In Serbia (a few nights prior), a man had told me that it was really dangerous for me to camp in Romania and that it would be a far better idea for me to stay on the Serbian side of the river. When I told this Romanian guy that I was planning on crossing back into Serbia to camp that evening he told me exactly the opposite – that Serbia was a dangerous country to camp in and that I should stay in Romania which is much safer!
We did head back into Serbia in the end, once we’d finally reached the large Iron Gate dam. We cycled past the town Kladovo and found a spot to camp overlooking the Romanian town Dobreta Turnu-Severin.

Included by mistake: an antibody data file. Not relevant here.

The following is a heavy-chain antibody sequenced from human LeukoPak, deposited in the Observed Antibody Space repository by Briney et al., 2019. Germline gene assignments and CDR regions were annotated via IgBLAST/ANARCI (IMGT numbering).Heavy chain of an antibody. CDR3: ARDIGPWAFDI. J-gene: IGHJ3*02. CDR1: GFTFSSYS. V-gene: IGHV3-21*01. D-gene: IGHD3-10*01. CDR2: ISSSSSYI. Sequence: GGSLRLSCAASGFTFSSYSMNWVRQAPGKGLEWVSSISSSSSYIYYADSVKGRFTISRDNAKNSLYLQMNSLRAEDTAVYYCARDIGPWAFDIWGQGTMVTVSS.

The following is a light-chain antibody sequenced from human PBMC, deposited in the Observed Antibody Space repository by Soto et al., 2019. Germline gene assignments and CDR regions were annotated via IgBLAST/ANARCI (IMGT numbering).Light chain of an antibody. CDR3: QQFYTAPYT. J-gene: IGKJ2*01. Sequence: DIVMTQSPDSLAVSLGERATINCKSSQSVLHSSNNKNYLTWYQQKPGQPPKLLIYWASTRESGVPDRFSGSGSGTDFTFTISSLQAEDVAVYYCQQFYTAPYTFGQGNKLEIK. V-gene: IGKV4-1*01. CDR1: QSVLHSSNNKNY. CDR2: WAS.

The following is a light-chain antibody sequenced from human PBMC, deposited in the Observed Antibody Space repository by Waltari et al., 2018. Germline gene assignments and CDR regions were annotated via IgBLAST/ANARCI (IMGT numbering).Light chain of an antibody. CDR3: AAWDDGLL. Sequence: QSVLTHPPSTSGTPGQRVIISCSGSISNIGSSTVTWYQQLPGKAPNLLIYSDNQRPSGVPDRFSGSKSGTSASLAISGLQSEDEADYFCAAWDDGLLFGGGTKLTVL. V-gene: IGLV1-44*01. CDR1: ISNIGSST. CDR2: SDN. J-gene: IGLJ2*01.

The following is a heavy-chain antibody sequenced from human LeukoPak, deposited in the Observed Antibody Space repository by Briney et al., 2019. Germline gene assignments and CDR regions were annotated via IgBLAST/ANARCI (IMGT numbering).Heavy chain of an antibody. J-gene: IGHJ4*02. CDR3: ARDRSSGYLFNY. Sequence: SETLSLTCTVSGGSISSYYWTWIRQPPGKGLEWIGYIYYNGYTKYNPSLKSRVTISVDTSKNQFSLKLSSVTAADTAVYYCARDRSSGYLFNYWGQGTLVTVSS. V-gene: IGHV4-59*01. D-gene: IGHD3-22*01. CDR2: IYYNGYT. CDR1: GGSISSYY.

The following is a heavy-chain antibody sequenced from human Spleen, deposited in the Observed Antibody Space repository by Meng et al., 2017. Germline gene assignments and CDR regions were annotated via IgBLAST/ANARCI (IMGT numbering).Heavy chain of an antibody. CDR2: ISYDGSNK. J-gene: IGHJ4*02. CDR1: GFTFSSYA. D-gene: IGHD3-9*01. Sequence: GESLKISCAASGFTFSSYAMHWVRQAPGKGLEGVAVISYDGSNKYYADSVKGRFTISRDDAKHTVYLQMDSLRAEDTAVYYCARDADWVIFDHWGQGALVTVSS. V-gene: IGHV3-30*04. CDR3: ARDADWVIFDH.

The following day was boiling. So hot – near 30 degrees and I struggled a lot in the heat. At one point another landslide had blocked the river road and so we had to take an awful detour – climbing steeply back up the mountain side on the worst possible ‘roads’.
Eventually we said goodbye to the Danube and headed for the Bulgarian border. A double celebration – 3 months ‘on the road’ and entry into the 15th country of my tour.